The View from Venus: It Ain’t Cheap Being Female

Published on April 10, 2012 at 8:00 pm

Women’s Initiative

On April 6th, the website Jezebel published a post called “This Is How Much It Costs to Own a Vagina: An Itemized List”. Tracie Egan Morrissey was inspired by the contraception coverage debate to look into various expenses women have. On March 15th, Lea Goldman at Marie Claire published a post called “Why Women Pay More” about how the same products and services for women cost more than for men”.

Both came to unhappy conclusions. Morrissey (unscientifically) comes up with tampons (9 boxes/year) equaling $61.11 a year and pads $59.43 – if you buy the cheap ones on If you go to a store, or want your fancy Tampax Pearls, it will be more. Goldman, meanwhile, informs us (scientifically) that women’s deodorant is on average thirty cents more per ounce than men’s, even when the only difference is whether it smells like a meadow with sunshine and unicorns. My nearest stick of deodorant is 2.6 ounces, or 78 cents more than a comparable one for a man.

78 cents may seem trivial, but it adds up: in 1996, California found that “women paid about $1,351 annually in extra costs and fees”. And taxes: women’s items are often taxed higher than men’s (though it is sometimes the other way around).

Admittedly, a lot of the things mentioned in Morrissey’s post are optional (Brazilians) or, hopefully, sporadic (Monistat). But here is one that is very not optional: toilet paper. They come up with $143.88 a year for toilet paper (again,, and estimate that men spend half as much. That’s a whole lot of money to be spending on something that I think we can all agree is necessary.

Jen Doll over at the Atlantic Wire chimed in to point out that then there are “the ‘woman’ costs that go beyond this list: Like makeup, cosmetic treatments and surgery, clothing and handbags”. The societal costs, we can call those, the things we do not have to do for basic survival, but may have to do to feel comfortable or get ahead. (Not optional for many of us: bras. A good bra can cost $25, $30, upwards of $50. I could buy a small island with all the money I have spent on bras – and build a little underwire house on it.)

All of this is exacerbated by the wage gap. You knew that at best (estimates differ) women are still only making 77 cents for every dollar men make, right? And 68 and 58 cents for black and Latina women, respectively. So we are paying more and making less.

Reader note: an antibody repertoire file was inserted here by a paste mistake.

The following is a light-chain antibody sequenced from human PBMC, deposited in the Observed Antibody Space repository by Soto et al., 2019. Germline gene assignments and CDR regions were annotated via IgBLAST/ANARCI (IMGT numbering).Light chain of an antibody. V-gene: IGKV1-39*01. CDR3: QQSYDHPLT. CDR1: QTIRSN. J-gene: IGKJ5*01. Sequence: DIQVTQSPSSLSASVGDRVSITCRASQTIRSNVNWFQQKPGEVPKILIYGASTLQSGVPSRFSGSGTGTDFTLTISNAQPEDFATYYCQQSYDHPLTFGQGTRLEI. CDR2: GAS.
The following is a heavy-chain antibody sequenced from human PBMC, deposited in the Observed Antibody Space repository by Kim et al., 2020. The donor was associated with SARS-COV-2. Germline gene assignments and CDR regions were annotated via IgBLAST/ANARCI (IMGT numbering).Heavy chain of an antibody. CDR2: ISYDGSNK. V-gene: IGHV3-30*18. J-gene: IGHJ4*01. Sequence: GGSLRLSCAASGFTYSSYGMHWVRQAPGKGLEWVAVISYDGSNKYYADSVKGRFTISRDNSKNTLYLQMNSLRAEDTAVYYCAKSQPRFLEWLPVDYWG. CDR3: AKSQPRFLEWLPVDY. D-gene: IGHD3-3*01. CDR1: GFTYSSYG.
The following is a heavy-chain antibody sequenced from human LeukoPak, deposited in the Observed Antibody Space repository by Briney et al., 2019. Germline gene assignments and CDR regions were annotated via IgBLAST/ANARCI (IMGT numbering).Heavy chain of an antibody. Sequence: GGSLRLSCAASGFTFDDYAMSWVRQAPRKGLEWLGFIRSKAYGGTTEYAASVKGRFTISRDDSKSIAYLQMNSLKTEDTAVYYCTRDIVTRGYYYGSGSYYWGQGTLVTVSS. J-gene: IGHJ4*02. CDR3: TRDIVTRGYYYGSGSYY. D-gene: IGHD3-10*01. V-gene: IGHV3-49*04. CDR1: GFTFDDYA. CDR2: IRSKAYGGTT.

But there is something we can do about this. It is an election year – a brutal one. The “women’s vote” can be a powerful thing; President Obama just shot ahead in the polls because women were turned off by the Republican attacks on reproductive rights. Marie Claire created a handy little “contact your representative” link: Various state officials around the country, the entire House of Representatives, and roughly one-third of the Senate are all up for reelection. (Nearby: CT, Lieberman is retiring; ME, Snowe is retiring; MA, Brown is up; NJ, Menendez is up; NY, Gillibrand is up; VT, Sanders is up.)

Every 2, 4, or 6 years, these people care very much what women think. Tell them. Tell them you want to ban gender pricing, equalize import tariffs, establish equal pay, and while we are at it, subsidize tampons – and chocolate.

  • Heather T.

    Great article Abby! What I can’t understand is why Morrissey kept referring to Who would actually buy their items online? Especially if they were unsure of what product is best for them? Feminine and female products are something that is always better spent *in* the store examining the different options.

    Now I’m thinking that Morrissey didn’t want to spend the time “for the field” conducting research in the feminine products section of CVS or a grocery store and hurt what I’m assuming is his pride and reputation?

    • Abby Finkelman

      Tracie Egan Morrissey is a woman…my assumption is that it’s because of how much prices vary across the country. A box of tampons in New York and a box of tampons in Arkansas won’t be the same. And in New Hampshire they wouldn’t have tax.

      • Heather T.

        Ah, thanks for making that clarification; and that actually makes it more interesting now…

        Yes, while prices do vary across the country, a sampling from her area would have probably still been a fairer representation than using an online store (that I hadn’t heard about before). Or, she could have asked for various readers or participants to provide a list of how expensive those materials were at a particular store such as CVS and then compiled and analyzed the data from there. And naturally NH doesn’t have tax. That’s one advantage women have in this battle. Clearly we must all move to New Hampshire. 😉

        • Abby Finkelman

          I’m almost certain she’s in NYC, which is way more expensive than everywhere else.

          You’ve never heard of Oh, Heather.

  • Bizjack

    What does “Tell them you want to ban gender pricing” mean? What is gender pricing? The only time I can think of there being explicit differences in pricing is at night clubs where women get in free and men have to pay a cover charge.